• Suppliers enrolled in factory-level wage management systems and workplace dialogue programmes increased real-wages by an average of 2.8% more than suppliers not enrolled in these programmes. When these programmes are accompanied by a wage grid, which classifies jobs according to skill level, the total increase in real wages was on average 5% higher than suppliers not enrolled in these programmes. 
  • H&M Group has the most influence through wage management systems, but for maximum impact, work is also needed on statutory minimum wages and social protection on a national level, and productivity on a factory level. 
  • Presence of trade unions in factories positively affected wages by an average of 5.5%. 
  • Increasing efficiency by ten percentage points has proven to increase wages on average by 4.6%, strengthening our view that productivity is an enabler for higher wages. 

Instead of tracking progress based on factory enrolment in workplace dialogue and wage programmes, we’re measuring the real effect on wages, and we’ve updated our internal key performance indicators accordingly. We’ll continue to review these as we develop our strategy.

Why the price tag doesn’t reflect the payslip

It’s easy to assume that the price you see on the tag always reflects the effort put into making a garment, but that’s not usually the case.

A single factory often produces clothing for several brands, and workers are paid the same amount to make a €200 garment as they are paid to make a €20 garment. That’s why increased prices in stores don’t necessarily lead to increased wages for factory workers.

H&M Group can offer sustainable fashion at affordable prices because we are a large company with a long history – we buy large volumes, have efficient logistics, our own designers, our own stores, strong market knowledge, long-term relationships with our suppliers, and no middlemen. Wages are just one of many factors when it comes to pricing products.

Even though we don’t pay textile workers ourselves, there are many things we can do to influence wage development, including developing our purchasing practices, educating workers on their rights, and helping suppliers implement fair wage management systems. (see our wage strategy). We can also use our size and influence to drive change within our industry and encourage other brands to be responsible purchasers.

Read more about our purchasing practices here.

Collective bargaining brings lasting change

One of the best ways to achieve substantial and long-lasting wage increases for all workers is through fair negotiations between empowered workers, trade unions and employers. This requires industry-wide collective bargaining agreements. These contracts between unions and employers set terms and conditions of employment such as working hours and wages. 

Our strategy for improving wages in the supply chain places a strong focus on establishing well-functioning dialogue and democratically elected worker representation in factories. This gives workers better opportunities to make their voices heard and resolve any issues.  And it is an essential precondition for collective bargaining agreements.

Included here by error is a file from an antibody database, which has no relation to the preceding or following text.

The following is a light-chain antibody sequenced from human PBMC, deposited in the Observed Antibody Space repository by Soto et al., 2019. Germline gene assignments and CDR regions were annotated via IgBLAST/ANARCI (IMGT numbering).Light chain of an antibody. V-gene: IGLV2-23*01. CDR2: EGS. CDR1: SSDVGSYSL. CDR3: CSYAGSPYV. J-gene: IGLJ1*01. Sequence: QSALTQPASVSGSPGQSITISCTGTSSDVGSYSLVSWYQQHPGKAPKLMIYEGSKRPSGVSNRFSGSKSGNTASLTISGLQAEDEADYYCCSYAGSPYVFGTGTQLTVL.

Democratically elected worker representation also helps prepare suppliers for maturing industrial relations, including trade unions and industry-wide collective bargaining agreements. Many of our supplier factories undergo a mindset shift when they initiate this kind of change, recognising the benefits of improved dialogue with their workers and worker representatives. In turn, this leads to an increase in the number of supplier factories with one or more trade unions. While this is a positive development that we will continue to support, more needs to be done by everyone involved. 

All companies can make a difference by ensuring their purchasing practices allow the payment of agreed-upon wages and enable collective bargaining. Brands also need to advocate for governments to set the legal frameworks that ensure the right to freedom of association and enabling collective bargaining. 

This is not an easy thing to achieve, especially considering trade union representation is low in many sourcing markets and industrial relation systems are often immature or even legally restricted. However, we believe this is the best way wages can increase in a sustainable way. 

Social protection

The Covid-19 pandemic has highlighted the need for better social security for garment industry workers. We are working with the ILO Call to Action, a coalition of more than 125 brands who have come together to mitigate the negative impacts of the pandemic and build a stronger industry for the long term. The initiative calls for action to protect garment workers’ income, health and employment. The coalition also sets urgent priorities and specific commitments to support employers to survive, and to work together to establish sustainable systems of social protection for a more just and resilient garment industry. 

An International Working Group, convened by the ILO and coordinated by International Organization of Employers (IOE) and International Trade Union Confederation, has been working since April 2020 to deliver on the commitments and to support progress in priority countries, Bangladesh, Cambodia, Ethiopia, Haiti, Indonesia, Myanmar, and Pakistan. The Working Group includes brands and manufacturers, workers and employer organisations, and governments. 

In addition, we’ve commissioned external research and met with industry stakeholders, such as the ILO and other brands, to explore solutions for building national social-security systems.